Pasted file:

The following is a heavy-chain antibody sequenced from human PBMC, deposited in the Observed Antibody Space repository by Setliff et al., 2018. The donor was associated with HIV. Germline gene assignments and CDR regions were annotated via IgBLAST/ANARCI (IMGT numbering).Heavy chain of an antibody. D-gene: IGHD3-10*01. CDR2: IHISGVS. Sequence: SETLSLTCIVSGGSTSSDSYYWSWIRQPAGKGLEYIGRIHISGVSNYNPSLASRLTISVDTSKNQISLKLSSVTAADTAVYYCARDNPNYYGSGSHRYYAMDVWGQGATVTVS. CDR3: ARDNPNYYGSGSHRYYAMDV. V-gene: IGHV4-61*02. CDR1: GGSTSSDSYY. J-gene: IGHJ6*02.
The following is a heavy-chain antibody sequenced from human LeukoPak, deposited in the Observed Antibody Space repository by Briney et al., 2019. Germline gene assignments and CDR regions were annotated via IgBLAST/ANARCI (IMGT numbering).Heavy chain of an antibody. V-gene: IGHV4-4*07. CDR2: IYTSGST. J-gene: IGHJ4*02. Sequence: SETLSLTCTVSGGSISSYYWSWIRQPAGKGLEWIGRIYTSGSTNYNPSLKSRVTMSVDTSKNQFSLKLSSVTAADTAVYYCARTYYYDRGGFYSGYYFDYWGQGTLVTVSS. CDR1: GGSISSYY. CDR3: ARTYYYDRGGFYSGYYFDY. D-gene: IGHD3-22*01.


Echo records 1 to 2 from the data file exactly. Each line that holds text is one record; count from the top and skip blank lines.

The following is a heavy-chain antibody sequenced from human PBMC, deposited in the Observed Antibody Space repository by Setliff et al., 2018. The donor was associated with HIV. Germline gene assignments and CDR regions were annotated via IgBLAST/ANARCI (IMGT numbering).Heavy chain of an antibody. D-gene: IGHD3-10*01. CDR2: IHISGVS. Sequence: SETLSLTCIVSGGSTSSDSYYWSWIRQPAGKGLEYIGRIHISGVSNYNPSLASRLTISVDTSKNQISLKLSSVTAADTAVYYCARDNPNYYGSGSHRYYAMDVWGQGATVTVS. CDR3: ARDNPNYYGSGSHRYYAMDV. V-gene: IGHV4-61*02. CDR1: GGSTSSDSYY. J-gene: IGHJ6*02.
The following is a heavy-chain antibody sequenced from human LeukoPak, deposited in the Observed Antibody Space repository by Briney et al., 2019. Germline gene assignments and CDR regions were annotated via IgBLAST/ANARCI (IMGT numbering).Heavy chain of an antibody. V-gene: IGHV4-4*07. CDR2: IYTSGST. J-gene: IGHJ4*02. Sequence: SETLSLTCTVSGGSISSYYWSWIRQPAGKGLEWIGRIYTSGSTNYNPSLKSRVTMSVDTSKNQFSLKLSSVTAADTAVYYCARTYYYDRGGFYSGYYFDYWGQGTLVTVSS. CDR1: GGSISSYY. CDR3: ARTYYYDRGGFYSGYYFDY. D-gene: IGHD3-22*01.